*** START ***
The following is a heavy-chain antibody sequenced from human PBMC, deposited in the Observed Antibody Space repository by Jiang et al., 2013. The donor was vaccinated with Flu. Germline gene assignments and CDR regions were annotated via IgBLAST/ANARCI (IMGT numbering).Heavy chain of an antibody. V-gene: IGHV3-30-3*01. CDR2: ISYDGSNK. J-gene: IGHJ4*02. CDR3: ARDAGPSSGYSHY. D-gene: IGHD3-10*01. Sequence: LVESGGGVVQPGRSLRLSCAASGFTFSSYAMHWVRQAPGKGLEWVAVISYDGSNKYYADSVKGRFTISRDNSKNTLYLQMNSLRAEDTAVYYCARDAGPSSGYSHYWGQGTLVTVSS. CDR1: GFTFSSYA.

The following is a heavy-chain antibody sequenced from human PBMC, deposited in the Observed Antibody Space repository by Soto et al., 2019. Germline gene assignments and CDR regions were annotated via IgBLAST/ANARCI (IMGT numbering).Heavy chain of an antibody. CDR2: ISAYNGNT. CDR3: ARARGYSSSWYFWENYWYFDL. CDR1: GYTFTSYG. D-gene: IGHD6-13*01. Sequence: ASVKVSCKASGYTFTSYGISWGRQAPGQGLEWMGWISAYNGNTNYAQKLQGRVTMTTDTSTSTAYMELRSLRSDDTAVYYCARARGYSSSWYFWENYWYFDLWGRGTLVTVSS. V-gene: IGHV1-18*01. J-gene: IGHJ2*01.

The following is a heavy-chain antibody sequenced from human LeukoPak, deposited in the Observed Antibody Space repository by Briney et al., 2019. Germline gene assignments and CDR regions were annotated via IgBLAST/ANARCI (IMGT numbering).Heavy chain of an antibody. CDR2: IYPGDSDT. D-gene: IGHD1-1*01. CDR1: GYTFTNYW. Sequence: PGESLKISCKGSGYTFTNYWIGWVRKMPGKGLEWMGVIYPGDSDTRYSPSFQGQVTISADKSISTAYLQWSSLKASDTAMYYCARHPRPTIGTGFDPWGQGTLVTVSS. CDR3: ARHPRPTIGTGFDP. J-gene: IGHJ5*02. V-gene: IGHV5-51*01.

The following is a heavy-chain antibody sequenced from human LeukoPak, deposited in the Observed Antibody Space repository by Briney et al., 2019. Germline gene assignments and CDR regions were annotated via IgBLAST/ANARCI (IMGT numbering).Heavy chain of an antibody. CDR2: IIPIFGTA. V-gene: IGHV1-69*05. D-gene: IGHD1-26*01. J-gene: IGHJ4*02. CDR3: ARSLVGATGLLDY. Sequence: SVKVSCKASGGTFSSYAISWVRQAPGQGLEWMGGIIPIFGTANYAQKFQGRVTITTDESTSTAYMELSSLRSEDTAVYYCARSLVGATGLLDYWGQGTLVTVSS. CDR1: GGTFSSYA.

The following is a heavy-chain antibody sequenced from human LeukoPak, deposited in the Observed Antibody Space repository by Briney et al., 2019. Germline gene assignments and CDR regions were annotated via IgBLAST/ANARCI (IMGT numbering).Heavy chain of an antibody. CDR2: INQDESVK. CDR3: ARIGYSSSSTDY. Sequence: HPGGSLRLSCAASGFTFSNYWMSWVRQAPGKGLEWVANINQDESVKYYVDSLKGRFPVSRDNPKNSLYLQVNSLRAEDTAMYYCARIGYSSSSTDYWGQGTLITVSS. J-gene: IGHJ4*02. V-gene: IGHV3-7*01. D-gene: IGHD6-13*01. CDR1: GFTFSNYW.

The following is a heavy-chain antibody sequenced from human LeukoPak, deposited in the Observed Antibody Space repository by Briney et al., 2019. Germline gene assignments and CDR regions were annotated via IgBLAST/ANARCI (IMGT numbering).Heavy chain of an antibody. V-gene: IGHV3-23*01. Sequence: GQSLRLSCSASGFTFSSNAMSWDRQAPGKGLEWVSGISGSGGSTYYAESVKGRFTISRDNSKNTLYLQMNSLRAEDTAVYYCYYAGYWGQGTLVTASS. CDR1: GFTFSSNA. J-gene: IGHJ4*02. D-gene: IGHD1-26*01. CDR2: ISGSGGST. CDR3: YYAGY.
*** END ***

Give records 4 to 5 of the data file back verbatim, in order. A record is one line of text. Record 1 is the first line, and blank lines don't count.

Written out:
The following is a heavy-chain antibody sequenced from human LeukoPak, deposited in the Observed Antibody Space repository by Briney et al., 2019. Germline gene assignments and CDR regions were annotated via IgBLAST/ANARCI (IMGT numbering).Heavy chain of an antibody. CDR2: IIPIFGTA. V-gene: IGHV1-69*05. D-gene: IGHD1-26*01. J-gene: IGHJ4*02. CDR3: ARSLVGATGLLDY. Sequence: SVKVSCKASGGTFSSYAISWVRQAPGQGLEWMGGIIPIFGTANYAQKFQGRVTITTDESTSTAYMELSSLRSEDTAVYYCARSLVGATGLLDYWGQGTLVTVSS. CDR1: GGTFSSYA.

The following is a heavy-chain antibody sequenced from human LeukoPak, deposited in the Observed Antibody Space repository by Briney et al., 2019. Germline gene assignments and CDR regions were annotated via IgBLAST/ANARCI (IMGT numbering).Heavy chain of an antibody. CDR2: INQDESVK. CDR3: ARIGYSSSSTDY. Sequence: HPGGSLRLSCAASGFTFSNYWMSWVRQAPGKGLEWVANINQDESVKYYVDSLKGRFPVSRDNPKNSLYLQVNSLRAEDTAMYYCARIGYSSSSTDYWGQGTLITVSS. J-gene: IGHJ4*02. V-gene: IGHV3-7*01. D-gene: IGHD6-13*01. CDR1: GFTFSNYW.